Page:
Motown Songwriter Nick Ashford Dead at 69

Ashford wrote 'Ain't No Mountain High Enough' and 'Ain't Nothing Like the Real Thing' with wife Valerie Simpson

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Richard E. Aaron/Redferns
Nickolas Ashford and Valerie Simpson of Ashford & Simpson perform in 1978
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Nick Ashford, one half of the legendary Motown songwriting team Ashford and Simpson – who penned the classics "Ain't No Mountain High Enough," "I'm Every Woman" and "Ain't Nothing Like The Real Thing" – died of throat cancer at a New York City hospital on August 22nd. He was 69. 

Ashford met Valerie Simpson at a New York City church in 1964 and they quickly began writing songs together. They scored their first big hit in 1966 when Ray Charles recorded their track "Let's Go Get Stoned" and brought it to Number One on the R&B chart. They began writing for Motown that same year, and hit it big in 1967 with "Ain't No Mountain High Enough." The song was originally recorded by Marvin Gaye & Tammi Terrell, but Diana Ross recorded it in 1970 and made it her first solo Number One single on the Hot 100.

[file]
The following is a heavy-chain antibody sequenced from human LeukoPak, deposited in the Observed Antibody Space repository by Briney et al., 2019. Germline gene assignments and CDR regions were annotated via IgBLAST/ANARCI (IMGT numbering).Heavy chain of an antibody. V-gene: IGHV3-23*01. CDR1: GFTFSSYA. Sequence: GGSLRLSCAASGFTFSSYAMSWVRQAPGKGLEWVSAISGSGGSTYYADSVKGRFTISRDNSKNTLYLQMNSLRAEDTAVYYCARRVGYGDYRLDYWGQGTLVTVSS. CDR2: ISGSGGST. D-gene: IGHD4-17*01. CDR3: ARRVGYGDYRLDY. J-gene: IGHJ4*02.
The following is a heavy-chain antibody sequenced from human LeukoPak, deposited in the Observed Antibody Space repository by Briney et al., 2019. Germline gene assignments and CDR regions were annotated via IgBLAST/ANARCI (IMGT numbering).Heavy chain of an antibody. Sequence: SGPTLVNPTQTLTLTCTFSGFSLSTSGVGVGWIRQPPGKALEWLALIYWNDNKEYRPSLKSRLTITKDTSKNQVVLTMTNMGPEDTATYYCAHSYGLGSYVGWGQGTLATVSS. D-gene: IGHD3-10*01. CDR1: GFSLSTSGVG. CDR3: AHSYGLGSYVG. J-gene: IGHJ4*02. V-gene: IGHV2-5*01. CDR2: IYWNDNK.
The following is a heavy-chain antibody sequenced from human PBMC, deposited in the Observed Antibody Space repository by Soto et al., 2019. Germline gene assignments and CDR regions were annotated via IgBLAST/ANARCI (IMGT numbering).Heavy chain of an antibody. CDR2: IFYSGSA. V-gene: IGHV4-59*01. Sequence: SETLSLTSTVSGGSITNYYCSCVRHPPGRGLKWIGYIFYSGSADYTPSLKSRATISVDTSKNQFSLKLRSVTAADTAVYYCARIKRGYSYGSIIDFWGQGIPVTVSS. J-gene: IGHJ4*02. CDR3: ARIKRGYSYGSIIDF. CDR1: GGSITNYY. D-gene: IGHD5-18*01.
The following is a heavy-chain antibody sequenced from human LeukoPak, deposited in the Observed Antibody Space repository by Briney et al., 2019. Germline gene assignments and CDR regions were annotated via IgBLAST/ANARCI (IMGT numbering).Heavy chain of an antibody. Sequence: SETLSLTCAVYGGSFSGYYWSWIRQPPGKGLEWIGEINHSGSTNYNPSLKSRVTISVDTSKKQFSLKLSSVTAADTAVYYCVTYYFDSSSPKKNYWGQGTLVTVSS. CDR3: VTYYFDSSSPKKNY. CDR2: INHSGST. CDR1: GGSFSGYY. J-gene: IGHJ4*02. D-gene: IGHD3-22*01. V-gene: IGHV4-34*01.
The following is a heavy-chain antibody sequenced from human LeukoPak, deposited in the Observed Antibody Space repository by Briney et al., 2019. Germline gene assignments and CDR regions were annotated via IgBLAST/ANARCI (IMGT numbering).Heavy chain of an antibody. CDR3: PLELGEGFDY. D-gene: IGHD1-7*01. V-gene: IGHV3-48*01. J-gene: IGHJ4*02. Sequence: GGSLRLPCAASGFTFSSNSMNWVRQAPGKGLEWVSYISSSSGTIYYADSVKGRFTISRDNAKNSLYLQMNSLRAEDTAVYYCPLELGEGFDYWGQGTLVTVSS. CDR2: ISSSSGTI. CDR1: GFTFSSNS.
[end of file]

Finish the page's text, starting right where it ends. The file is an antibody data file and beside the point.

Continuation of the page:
Over the next few years Ashford and Simpson continued to regularly write for Diana Ross, as well as Gladys Knight, Smokey Robinson and the Marvelettes. In 1978 they wrote "I'm Every Woman" for Chaka Khan, which was later recorded by Whitney Houston on the soundtrack to the The Bodyguard

In 1974 Ashford and Simpson married each other, and began recording as a duo for Warner Bros. They scored hits with "Don't Cost You Nothin'," "It Seems To Hang On," "Found A Cure" and 1984's "Solid," which hit Number 12 on the Billboard Hot 100. The hits dried up by the 1990s, but they continued to record and tour until very recently.  

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Photos: A Tribute to Motown Great Nick Ashford